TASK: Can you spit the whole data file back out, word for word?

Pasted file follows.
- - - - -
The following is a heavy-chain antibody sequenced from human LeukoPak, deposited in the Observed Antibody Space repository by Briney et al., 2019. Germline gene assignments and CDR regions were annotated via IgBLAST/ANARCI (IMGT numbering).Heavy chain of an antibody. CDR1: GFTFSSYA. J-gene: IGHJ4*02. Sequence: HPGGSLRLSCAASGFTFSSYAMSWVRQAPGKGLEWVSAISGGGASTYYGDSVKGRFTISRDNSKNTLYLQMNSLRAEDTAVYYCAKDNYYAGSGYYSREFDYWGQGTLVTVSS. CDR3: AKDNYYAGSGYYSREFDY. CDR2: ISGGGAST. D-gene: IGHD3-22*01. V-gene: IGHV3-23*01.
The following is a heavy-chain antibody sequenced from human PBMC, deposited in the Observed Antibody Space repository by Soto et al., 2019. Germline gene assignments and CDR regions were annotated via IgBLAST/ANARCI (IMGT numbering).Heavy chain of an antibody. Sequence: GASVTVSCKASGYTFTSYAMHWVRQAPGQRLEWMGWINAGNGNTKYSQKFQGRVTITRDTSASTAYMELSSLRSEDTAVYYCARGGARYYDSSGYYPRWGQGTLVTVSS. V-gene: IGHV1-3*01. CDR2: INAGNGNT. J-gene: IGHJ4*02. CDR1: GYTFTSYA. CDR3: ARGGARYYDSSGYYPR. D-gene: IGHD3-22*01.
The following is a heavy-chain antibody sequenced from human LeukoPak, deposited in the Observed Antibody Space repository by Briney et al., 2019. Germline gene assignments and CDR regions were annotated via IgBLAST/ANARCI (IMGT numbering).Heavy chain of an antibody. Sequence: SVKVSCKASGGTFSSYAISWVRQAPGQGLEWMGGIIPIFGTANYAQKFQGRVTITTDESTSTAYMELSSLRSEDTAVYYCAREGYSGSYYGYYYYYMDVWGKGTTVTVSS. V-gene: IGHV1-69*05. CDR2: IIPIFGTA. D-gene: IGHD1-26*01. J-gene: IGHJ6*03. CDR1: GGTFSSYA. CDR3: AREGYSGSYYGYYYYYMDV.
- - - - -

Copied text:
The following is a heavy-chain antibody sequenced from human LeukoPak, deposited in the Observed Antibody Space repository by Briney et al., 2019. Germline gene assignments and CDR regions were annotated via IgBLAST/ANARCI (IMGT numbering).Heavy chain of an antibody. CDR1: GFTFSSYA. J-gene: IGHJ4*02. Sequence: HPGGSLRLSCAASGFTFSSYAMSWVRQAPGKGLEWVSAISGGGASTYYGDSVKGRFTISRDNSKNTLYLQMNSLRAEDTAVYYCAKDNYYAGSGYYSREFDYWGQGTLVTVSS. CDR3: AKDNYYAGSGYYSREFDY. CDR2: ISGGGAST. D-gene: IGHD3-22*01. V-gene: IGHV3-23*01.
The following is a heavy-chain antibody sequenced from human PBMC, deposited in the Observed Antibody Space repository by Soto et al., 2019. Germline gene assignments and CDR regions were annotated via IgBLAST/ANARCI (IMGT numbering).Heavy chain of an antibody. Sequence: GASVTVSCKASGYTFTSYAMHWVRQAPGQRLEWMGWINAGNGNTKYSQKFQGRVTITRDTSASTAYMELSSLRSEDTAVYYCARGGARYYDSSGYYPRWGQGTLVTVSS. V-gene: IGHV1-3*01. CDR2: INAGNGNT. J-gene: IGHJ4*02. CDR1: GYTFTSYA. CDR3: ARGGARYYDSSGYYPR. D-gene: IGHD3-22*01.
The following is a heavy-chain antibody sequenced from human LeukoPak, deposited in the Observed Antibody Space repository by Briney et al., 2019. Germline gene assignments and CDR regions were annotated via IgBLAST/ANARCI (IMGT numbering).Heavy chain of an antibody. Sequence: SVKVSCKASGGTFSSYAISWVRQAPGQGLEWMGGIIPIFGTANYAQKFQGRVTITTDESTSTAYMELSSLRSEDTAVYYCAREGYSGSYYGYYYYYMDVWGKGTTVTVSS. V-gene: IGHV1-69*05. CDR2: IIPIFGTA. D-gene: IGHD1-26*01. J-gene: IGHJ6*03. CDR1: GGTFSSYA. CDR3: AREGYSGSYYGYYYYYMDV.